Apple will show a lot more than iPhones at its September event
In just a few days, Apple will hold its annual iPhone event in San Francisco.
And although we're not expecting any announcements on the scale of the Apple Watch, don't get it twisted: This is still Apple's biggest event of the year.
SEE ALSO: 5 crazy predictions for why Apple's iPhone event needs a huge venue
Starting with the venue, Apple is signaling big announcements from this event. Thanks to the plethora of leaks and well-sourced rumors — many from renowned Apple blogger Mark Gurman at 9to5Mac — Wednesday's event should help Apple cap off a massive 2015.
The sure bet: iPhone 6S and iPhone 6S Plus
Last year, Apple capitulated to market demands, releasing the big-screen iPhone 6 Plus alongside the iPhone 6. It's difficult to understate how successful these phones have been for Apple, with the company selling more iPhone devices than ever before.
The bigger screens of the current iPhones have resonated with customers
The bigger screens of the current iPhones have resonated with customers around the world, especially in that all-important China smartphone market.
This is a "tock" year in Apple parlance — which means we're not going to see any major changes to the overall design when we finally see the 4.7-inch iPhone 6S or the 5.5-inch iPhone 6S Plus.
In fact, like the iPhone 3GS and iPhone 4S, the outward appearance of the phone will likely be indistinguishable from the iPhone 6 and iPhone 6 Plus.
What will be different is what's on the inside. In addition to a new A9 chip which will offer big increases in speed and graphics, we're also expecting Apple to quietly increase the amount of RAM in the iPhone from 1GB to 2GB. The company might even add an extra core to the processor, as it did with the iPad Air 2.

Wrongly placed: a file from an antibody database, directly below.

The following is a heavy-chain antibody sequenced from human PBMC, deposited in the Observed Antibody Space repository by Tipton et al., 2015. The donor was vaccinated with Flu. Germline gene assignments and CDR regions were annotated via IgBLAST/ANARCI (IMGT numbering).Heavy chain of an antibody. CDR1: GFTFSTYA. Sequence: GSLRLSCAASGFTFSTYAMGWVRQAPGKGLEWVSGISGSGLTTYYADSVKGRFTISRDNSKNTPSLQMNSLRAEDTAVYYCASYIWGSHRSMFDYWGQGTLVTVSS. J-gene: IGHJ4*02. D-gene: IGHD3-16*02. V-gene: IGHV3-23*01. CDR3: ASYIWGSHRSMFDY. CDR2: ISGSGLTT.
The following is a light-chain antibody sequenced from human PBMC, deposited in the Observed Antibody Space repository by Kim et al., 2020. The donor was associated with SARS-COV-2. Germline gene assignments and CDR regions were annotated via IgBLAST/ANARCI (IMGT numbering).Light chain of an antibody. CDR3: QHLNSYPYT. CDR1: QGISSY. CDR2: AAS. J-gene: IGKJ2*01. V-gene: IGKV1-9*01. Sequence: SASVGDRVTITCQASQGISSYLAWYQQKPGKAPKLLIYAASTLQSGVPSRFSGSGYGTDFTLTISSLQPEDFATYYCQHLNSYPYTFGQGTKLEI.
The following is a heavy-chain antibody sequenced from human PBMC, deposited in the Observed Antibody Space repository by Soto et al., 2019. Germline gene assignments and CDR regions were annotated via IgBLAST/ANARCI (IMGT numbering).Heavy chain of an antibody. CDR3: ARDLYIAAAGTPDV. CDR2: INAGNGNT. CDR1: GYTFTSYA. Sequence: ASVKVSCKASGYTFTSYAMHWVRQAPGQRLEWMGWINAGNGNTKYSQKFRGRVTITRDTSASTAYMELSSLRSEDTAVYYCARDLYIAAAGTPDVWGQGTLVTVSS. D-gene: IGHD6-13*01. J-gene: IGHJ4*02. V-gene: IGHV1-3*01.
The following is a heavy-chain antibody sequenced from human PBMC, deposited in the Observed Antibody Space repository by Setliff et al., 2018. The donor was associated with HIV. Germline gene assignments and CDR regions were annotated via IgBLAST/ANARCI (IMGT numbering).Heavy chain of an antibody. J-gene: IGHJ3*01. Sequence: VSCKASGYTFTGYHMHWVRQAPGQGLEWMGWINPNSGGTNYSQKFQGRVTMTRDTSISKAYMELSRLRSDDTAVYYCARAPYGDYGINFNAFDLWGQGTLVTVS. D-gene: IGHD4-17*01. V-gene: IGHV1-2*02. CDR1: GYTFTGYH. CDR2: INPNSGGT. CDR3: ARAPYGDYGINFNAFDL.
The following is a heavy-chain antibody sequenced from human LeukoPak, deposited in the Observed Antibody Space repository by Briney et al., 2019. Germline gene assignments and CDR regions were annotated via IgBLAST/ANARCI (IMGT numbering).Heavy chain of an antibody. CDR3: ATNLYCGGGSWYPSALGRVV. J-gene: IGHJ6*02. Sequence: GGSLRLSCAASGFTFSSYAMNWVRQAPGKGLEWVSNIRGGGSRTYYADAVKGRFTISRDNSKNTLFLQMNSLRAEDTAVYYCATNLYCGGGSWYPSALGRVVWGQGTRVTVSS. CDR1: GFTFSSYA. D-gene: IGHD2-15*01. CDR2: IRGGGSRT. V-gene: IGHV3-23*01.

Bendgate be damned
In addition to beefier processors, the iPhone 6S and iPhone 6S Plus are expected to use Aluminum 7000, which will make the phone virtually immune to bending (Bendgate begone). There are some trade-offs to using the zinc-fortified super-strong aluminum — for one thing, this stuff is expensive — but the durability benefits outweigh all of that.
The iPhone 6S and iPhone 6S Plus will almost certainly include Force Touch, the technology Apple uses on the Apple Watch and the trackpad on the MacBook and MacBook Pro.
This has been rumored since March.
The idea behind Force Touch is that the glass knows how hard you're pressing against it
The idea behind Force Touch is that the glass knows how hard you're pressing against it, and based on that pressure it can show you different things.
On the Apple Watch, Force Touch allows users to change certain settings or access more features on an app. On the trackpad, it can act as the standard "click" mechanism and also invoke special actions.
On the iPhone, Force Touch could change the way apps are launched and favorite features are accessed. It could even create new paradigms for games.
Sadly, the pink iPhone rumors are probably false. That said, Apple could be outfitting its iPhone lineup with a new rose gold color of anodized aluminum.
Better camera with 4K video
The iPhone has had an 8-megapixel camera for the last few years. And although the camera gets better with each year — and megapixel counts are often inflated — it's time for something new.
We're expecting the new iPhone 6S and iPhone 6S Plus to have a new 12-megapixel camera. The camera will also reportedly record video in up to 4K.
Of course, a rear-facing camera is only part of the story. Increasingly, more people take photos with the front camera. Thanks, generation selfie.
Apple's FaceTime camera is now rumored to get a bump up to 5 megapixels. That's a big increase over the anemic 1.2-megapixel FaceTime camera on the current phones.
Same storage tiers
As much as we want Apple to finally abandon the 16GB storage model, it looks like the company wil continue to offer 16, 64 and 128GB capacity phones.
Frankly, this is one area we hope the rumors are wrong. Apple should step up, abandon 16GB for its flagship devices and start out at 32GB — especially if they expect users to shoot 4K video.